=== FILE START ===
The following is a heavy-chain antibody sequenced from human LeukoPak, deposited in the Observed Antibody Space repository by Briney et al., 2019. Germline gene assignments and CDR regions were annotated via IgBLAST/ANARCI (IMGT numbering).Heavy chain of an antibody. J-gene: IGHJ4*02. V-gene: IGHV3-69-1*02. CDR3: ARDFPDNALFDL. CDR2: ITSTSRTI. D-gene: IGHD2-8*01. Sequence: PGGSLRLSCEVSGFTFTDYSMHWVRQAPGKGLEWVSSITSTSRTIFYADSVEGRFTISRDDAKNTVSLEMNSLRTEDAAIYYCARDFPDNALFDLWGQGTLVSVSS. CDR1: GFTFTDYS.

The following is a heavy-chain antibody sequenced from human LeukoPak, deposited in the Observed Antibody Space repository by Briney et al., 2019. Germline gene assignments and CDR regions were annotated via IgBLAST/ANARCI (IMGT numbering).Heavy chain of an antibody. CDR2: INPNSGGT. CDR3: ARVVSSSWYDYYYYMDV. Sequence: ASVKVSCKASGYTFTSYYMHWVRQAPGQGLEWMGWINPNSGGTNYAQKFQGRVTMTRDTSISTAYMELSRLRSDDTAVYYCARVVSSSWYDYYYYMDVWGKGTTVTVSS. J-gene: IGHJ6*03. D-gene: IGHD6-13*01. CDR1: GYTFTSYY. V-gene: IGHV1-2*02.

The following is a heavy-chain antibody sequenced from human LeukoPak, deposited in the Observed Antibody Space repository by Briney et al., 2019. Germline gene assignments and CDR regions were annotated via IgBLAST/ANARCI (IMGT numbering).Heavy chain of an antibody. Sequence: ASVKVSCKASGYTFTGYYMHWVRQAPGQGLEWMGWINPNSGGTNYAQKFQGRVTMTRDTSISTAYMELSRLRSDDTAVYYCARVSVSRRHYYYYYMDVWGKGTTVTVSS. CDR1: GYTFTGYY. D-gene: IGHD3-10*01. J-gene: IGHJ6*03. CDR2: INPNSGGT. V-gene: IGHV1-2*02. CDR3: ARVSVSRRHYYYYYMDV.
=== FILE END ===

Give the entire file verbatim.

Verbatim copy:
The following is a heavy-chain antibody sequenced from human LeukoPak, deposited in the Observed Antibody Space repository by Briney et al., 2019. Germline gene assignments and CDR regions were annotated via IgBLAST/ANARCI (IMGT numbering).Heavy chain of an antibody. J-gene: IGHJ4*02. V-gene: IGHV3-69-1*02. CDR3: ARDFPDNALFDL. CDR2: ITSTSRTI. D-gene: IGHD2-8*01. Sequence: PGGSLRLSCEVSGFTFTDYSMHWVRQAPGKGLEWVSSITSTSRTIFYADSVEGRFTISRDDAKNTVSLEMNSLRTEDAAIYYCARDFPDNALFDLWGQGTLVSVSS. CDR1: GFTFTDYS.

The following is a heavy-chain antibody sequenced from human LeukoPak, deposited in the Observed Antibody Space repository by Briney et al., 2019. Germline gene assignments and CDR regions were annotated via IgBLAST/ANARCI (IMGT numbering).Heavy chain of an antibody. CDR2: INPNSGGT. CDR3: ARVVSSSWYDYYYYMDV. Sequence: ASVKVSCKASGYTFTSYYMHWVRQAPGQGLEWMGWINPNSGGTNYAQKFQGRVTMTRDTSISTAYMELSRLRSDDTAVYYCARVVSSSWYDYYYYMDVWGKGTTVTVSS. J-gene: IGHJ6*03. D-gene: IGHD6-13*01. CDR1: GYTFTSYY. V-gene: IGHV1-2*02.

The following is a heavy-chain antibody sequenced from human LeukoPak, deposited in the Observed Antibody Space repository by Briney et al., 2019. Germline gene assignments and CDR regions were annotated via IgBLAST/ANARCI (IMGT numbering).Heavy chain of an antibody. Sequence: ASVKVSCKASGYTFTGYYMHWVRQAPGQGLEWMGWINPNSGGTNYAQKFQGRVTMTRDTSISTAYMELSRLRSDDTAVYYCARVSVSRRHYYYYYMDVWGKGTTVTVSS. CDR1: GYTFTGYY. D-gene: IGHD3-10*01. J-gene: IGHJ6*03. CDR2: INPNSGGT. V-gene: IGHV1-2*02. CDR3: ARVSVSRRHYYYYYMDV.